Symantec Corp., a leader in Internet security, announced that the negative impact of spam on productivity and resources is motivating small businesses to consider taking substantial steps if the problem worsens. According to a survey of 500 small businesses conducted for Symantec by InsightExpress, the pioneer in online market research services, spam is a costly and growing business concern that is causing some organizations to consider opting out of e-mail altogether if the problem of spam increases.

"The results from this survey demonstrate that small businesses clearly regard spam as a business problem that threatens to undermine the efficiencies of Internet communication, transaction, and commerce," said Matthew Moynahan, vice president of Product Management, Client and Host Security, at Symantec. "However, through a combination of technology, vigilance, and best practices, small businesses can significantly reduce the negative impact of spam on their operations."

The survey found that small businesses are seeing a noticeable increase in spam in their inboxes. More than half (64 percent) of respondents reported an increase in spam over the past six months, with 33 percent noting dramatic increases. Nearly 40 percent of respondents said that spam made up more than half of the e-mail coming into their businesses.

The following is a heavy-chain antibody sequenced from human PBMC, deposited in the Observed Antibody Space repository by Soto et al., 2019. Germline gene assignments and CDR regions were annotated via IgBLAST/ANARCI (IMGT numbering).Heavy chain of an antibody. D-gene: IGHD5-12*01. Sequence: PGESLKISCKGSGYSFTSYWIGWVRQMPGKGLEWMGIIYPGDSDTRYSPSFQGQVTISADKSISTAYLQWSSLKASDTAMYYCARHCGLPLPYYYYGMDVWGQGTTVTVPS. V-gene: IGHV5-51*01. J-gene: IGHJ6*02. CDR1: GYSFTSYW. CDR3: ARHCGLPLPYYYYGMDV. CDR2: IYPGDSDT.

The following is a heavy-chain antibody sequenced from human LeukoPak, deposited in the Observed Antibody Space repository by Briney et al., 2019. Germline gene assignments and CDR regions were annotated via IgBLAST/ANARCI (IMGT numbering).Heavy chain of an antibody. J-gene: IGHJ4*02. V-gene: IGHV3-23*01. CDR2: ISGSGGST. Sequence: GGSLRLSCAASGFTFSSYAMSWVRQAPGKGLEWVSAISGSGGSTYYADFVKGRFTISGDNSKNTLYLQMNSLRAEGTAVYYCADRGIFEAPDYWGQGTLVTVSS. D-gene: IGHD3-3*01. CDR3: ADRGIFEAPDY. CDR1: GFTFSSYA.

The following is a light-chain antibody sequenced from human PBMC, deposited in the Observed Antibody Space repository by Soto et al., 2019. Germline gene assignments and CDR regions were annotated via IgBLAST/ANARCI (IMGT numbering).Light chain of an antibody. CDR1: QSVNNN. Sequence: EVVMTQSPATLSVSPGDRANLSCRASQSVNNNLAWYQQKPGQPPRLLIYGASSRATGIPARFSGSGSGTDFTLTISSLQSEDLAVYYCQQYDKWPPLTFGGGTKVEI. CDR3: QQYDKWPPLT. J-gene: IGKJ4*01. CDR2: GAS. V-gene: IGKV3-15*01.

Small businesses are also willing to take steps to reduce their exposure to spam should the problem continue, according to the survey. For example, 42 percent of small businesses said they would consider abandoning e-mail for business correspondence if the spam situation worsened. Fifty-five percent reportedly would consider changing their company e-mail addresses to stop spam. Moreover, 56 percent would consider locking down their e-mail server to allow only approved messages, which would also force all users who wanted to correspond with the company via e-mail to go through an approval process first. Thirty-two percent of respondents already invest the time and resources to help curb spam by submitting spam e-mail addresses to blacklist companies.

Spam also garnered a flurry of complaints from respondents. Users' top complaint, with 63 percent of respondents, was that spam is offensive in nature. Sixty-one percent complained that spam is distracting in the workplace, while 55 percent lamented the loss of productivity resulting from spam. Small business respondents also demonstrated a growing understanding of the potential malevolent impact of spam as 28 percent complained that it contains malicious code, 23 percent said spam is connected to credit card fraud, and 16 percent reported that it is linked to software piracy.

The survey also found that although small businesses spend little time deleting spam messages, they continue to acknowledge the drain on business resources it causes. Fifty-four percent reported that spam imposed business costs in the form of user productivity, followed by server and disk storage space (37 percent), and connection time (35 percent).

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